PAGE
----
Federal immigration agents are escalating efforts to crack down on businesses hiring undocumented workers. New data released Friday morning shows Immigration and Customs Enforcement visited 122 businesses over the past five days, mostly in Southern California. It's the largest sweep so far this year.
ICE conducted about 1,300 of these workplace audits in 2017, reports CBS News' Mireya Villarreal. This year, they expect a 300 percent increase. Companies found employing undocumented workers could face civil fines or even criminal prosecution.
"It's really important for America….To protect American jobs for authorized workers and U.S. citizens," said Derek Benner, Executive Associate Director, Homeland Security Investigation.
Mike Poindexter is CEO of his family business the Poindexter Nut Company near Fresno, California. He says most Americans don't want these labor-intensive jobs.
"We hire people all the time. They show up, they work two days and they leave," Poindexter said.
His company is now being audited by ICE.
"We've had somewhere between 5 to 10 percent of our workforce quit voluntarily just over this," he said.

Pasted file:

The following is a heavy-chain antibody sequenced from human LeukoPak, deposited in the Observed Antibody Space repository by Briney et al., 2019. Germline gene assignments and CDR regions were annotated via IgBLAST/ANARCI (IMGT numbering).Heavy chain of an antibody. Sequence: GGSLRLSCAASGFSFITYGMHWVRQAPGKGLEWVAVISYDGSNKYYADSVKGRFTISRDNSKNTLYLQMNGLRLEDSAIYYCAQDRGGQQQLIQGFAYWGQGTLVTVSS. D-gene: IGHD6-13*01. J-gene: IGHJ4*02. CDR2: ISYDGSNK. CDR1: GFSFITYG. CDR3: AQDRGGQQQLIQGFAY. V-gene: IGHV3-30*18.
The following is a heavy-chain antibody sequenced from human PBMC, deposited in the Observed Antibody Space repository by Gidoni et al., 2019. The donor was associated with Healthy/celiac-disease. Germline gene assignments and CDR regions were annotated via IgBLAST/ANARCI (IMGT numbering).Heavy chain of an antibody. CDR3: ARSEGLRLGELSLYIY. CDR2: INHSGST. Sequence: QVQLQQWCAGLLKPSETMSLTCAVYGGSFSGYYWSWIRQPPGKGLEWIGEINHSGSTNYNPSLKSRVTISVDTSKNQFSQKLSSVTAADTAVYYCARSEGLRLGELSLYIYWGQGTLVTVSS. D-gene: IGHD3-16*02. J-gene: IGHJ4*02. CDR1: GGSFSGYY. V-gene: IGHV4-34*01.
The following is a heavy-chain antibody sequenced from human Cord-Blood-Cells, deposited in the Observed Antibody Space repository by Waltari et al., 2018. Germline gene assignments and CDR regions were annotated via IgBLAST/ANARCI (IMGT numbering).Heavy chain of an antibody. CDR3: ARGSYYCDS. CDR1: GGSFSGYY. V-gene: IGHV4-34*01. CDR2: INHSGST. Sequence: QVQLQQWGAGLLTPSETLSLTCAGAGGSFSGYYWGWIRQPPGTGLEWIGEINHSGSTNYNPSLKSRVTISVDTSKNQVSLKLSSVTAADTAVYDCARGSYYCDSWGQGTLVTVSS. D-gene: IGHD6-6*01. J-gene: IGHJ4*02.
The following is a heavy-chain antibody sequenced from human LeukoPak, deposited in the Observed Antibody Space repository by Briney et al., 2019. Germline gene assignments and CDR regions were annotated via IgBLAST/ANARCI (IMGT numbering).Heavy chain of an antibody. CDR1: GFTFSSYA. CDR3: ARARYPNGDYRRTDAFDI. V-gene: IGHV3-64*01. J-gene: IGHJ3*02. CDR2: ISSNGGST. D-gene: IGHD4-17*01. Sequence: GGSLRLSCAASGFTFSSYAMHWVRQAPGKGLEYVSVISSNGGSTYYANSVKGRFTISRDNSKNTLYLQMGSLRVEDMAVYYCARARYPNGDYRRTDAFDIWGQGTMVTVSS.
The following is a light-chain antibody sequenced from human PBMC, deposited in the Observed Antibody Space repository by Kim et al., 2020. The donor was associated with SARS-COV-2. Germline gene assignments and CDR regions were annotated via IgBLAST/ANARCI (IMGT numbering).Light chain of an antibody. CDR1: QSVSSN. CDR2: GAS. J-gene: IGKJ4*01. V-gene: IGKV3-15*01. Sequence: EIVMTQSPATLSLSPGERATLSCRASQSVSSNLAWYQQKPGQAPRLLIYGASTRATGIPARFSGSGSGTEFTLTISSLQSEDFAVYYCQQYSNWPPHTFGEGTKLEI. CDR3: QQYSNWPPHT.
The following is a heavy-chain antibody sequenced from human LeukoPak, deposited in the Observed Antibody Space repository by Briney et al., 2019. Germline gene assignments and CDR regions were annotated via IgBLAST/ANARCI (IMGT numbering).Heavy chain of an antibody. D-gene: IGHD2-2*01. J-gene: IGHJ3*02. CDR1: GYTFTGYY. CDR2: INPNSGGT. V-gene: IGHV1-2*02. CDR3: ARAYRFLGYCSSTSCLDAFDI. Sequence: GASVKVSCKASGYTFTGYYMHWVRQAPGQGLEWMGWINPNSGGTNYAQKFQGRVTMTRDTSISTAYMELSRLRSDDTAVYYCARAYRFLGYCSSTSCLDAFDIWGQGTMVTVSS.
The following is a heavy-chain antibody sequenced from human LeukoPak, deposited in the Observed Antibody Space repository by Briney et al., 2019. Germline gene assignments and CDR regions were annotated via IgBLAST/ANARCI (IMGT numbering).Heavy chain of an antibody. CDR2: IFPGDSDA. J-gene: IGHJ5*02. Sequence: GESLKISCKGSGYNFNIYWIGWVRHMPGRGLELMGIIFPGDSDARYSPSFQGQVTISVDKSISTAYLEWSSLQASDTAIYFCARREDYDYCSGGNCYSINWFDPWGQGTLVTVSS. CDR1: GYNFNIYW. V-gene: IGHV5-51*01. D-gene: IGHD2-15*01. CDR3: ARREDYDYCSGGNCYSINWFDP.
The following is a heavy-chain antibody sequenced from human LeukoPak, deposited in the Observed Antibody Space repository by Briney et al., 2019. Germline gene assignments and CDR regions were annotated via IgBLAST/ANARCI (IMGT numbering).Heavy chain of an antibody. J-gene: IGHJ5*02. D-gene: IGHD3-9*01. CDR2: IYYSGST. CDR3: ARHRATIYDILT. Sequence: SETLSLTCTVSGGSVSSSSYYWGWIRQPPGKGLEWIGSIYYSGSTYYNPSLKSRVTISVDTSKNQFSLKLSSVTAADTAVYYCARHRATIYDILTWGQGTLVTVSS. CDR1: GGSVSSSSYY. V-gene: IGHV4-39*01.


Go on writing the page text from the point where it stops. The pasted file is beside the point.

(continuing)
Asked why he's not hiring workers legally documented to work in the U.S. Poindexter said, "because they show up with documentation… Here's my green card, here's my social security card and it is illegal for me to question that."
When the company was audited 10 years ago, Poindexter says they were forced to let go of 70 percent of the workforce, costing the business about $2 million.
"They said you think it's OK to hire illegals? I said I've got a person with three American-born children, U.S. citizens and I have to fire both of their parents, both of them," he said.
Rafael, who spoke on the condition of anonymity because of his immigration status, says some of his coworkers have stopped showing up because their employer is also being audited.
He told Villarreal some employees are scared of immigration arriving to their workplace and taking them. As the sole provider for his family of six, he says his children are worried.
With families and businesses on edge, the debate continues as to whether problems faced by many states like California will be addressed by immigration solutions from Washington.
"The pull factor for people making the trip is the prospect of gaining employment…. If we can eliminate that factor, that is really an added element to border security," Benner said.
"Whether Trump gets his wall or not, it doesn't fix it. Put up a wall, you have a 'no trespassing' sign on one side and a 'help wanted' sign on the same dang wall," Poindexter said. "California has jobs that need to be fulfilled and we have people on the other side of the border that want them."